Murray, R. J., Schaer, M., and Debbané, M. (2012). Degrees of separation: a quantitative neuroimaging meta-analysis investigating self-specificity and shared neural activation between self- and other-reflection. Neurosci. Biobehav. Rev. 36, 1043–1059. doi: 10.1016/j.neubiorev.2011.12.013
Neff, K. D. (2008). “Self-compassion: moving beyond the pitfalls of a separate self-concept,” in Transcending Self-Interest: Psychological Explorations of the Quiet Ego, eds J. Bauer and H. A. Wayment (Washington, DC: American Psychological Association).
Perrin, F., Maquet, P., Peigneux, P., Ruby, P., Degueldre, C., Balteau, E., et al. (2005). Neural mechanisms involved in the detection of our first name: a combined ERPs and PET study. Neuropsychologia 43, 12–19. doi: 10.1016/j.neuropsychologia.2004.07.002
Picton, T., Bentin, S., Berg, P., Donchin, E., Hillyard, S. A., Johnson, R., et al. (2000). Guidelines for using human event-related potentials to study cognition: recording standards and publication criteria. Psychophysiology 37, 127–152. doi: 10.1111/1469-8986.3720127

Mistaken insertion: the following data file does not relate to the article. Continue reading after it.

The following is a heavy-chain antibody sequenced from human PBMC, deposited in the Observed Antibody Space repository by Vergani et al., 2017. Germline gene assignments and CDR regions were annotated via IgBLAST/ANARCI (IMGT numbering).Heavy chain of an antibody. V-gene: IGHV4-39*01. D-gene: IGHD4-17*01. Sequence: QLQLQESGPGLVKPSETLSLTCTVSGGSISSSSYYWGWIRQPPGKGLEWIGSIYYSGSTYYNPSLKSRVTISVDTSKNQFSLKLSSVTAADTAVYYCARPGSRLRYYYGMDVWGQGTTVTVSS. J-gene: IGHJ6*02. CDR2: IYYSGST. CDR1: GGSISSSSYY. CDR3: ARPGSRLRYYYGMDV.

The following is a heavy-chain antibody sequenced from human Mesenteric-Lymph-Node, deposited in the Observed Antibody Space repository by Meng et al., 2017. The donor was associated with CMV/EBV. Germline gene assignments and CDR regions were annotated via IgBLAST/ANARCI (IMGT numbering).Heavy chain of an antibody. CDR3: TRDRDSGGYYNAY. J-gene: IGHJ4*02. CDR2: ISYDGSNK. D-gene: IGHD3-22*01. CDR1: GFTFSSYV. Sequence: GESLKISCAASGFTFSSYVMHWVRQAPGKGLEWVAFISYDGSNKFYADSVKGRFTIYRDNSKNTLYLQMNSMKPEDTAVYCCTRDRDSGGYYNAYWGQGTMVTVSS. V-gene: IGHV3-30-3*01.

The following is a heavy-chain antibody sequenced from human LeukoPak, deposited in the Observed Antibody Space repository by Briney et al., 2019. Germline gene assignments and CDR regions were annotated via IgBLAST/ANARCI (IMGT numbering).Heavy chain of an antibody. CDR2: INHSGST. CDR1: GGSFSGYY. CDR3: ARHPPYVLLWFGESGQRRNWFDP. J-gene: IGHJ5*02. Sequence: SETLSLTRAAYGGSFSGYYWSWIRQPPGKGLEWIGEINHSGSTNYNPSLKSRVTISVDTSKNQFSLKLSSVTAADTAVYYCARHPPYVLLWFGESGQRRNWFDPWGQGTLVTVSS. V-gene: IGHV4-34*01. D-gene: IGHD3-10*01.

Preston, S. D., and Hofelich, A. J. (2012). The many faces of empathy: Parsing empathic phenomena through a proximate, dynamic-systems view of representing the other in the self. Emot. Rev. 4, 24–33. doi: 10.1177/1754073911421378
Schmidt, S. (2014). “Opening up meditation for science: the development of a meditation classification system,” in Meditation – Neuroscientific Approaches and Philosophical Implications, eds S. Schmidt and H. Walach (New York, NY: Springer).
Sui, J., Rotshtein, P., and Humphreys, G. W. (2013). Coupling social attention to the self forms a network for personal significance. Proc. Natl. Acad. Sci. U.S.A. 110, 7607–7612. doi: 10.1073/pnas.1221862110
Tang, Y.-Y., Ma, Y., Wang, J., Fan, Y., Feng, S., Lu, Q., et al. (2007). Short-term meditation training improves attention and self-regulation. Proc. Natl. Acad. Sci. U.S.A. 104, 17152–17156. doi: 10.1073/pnas.0707678104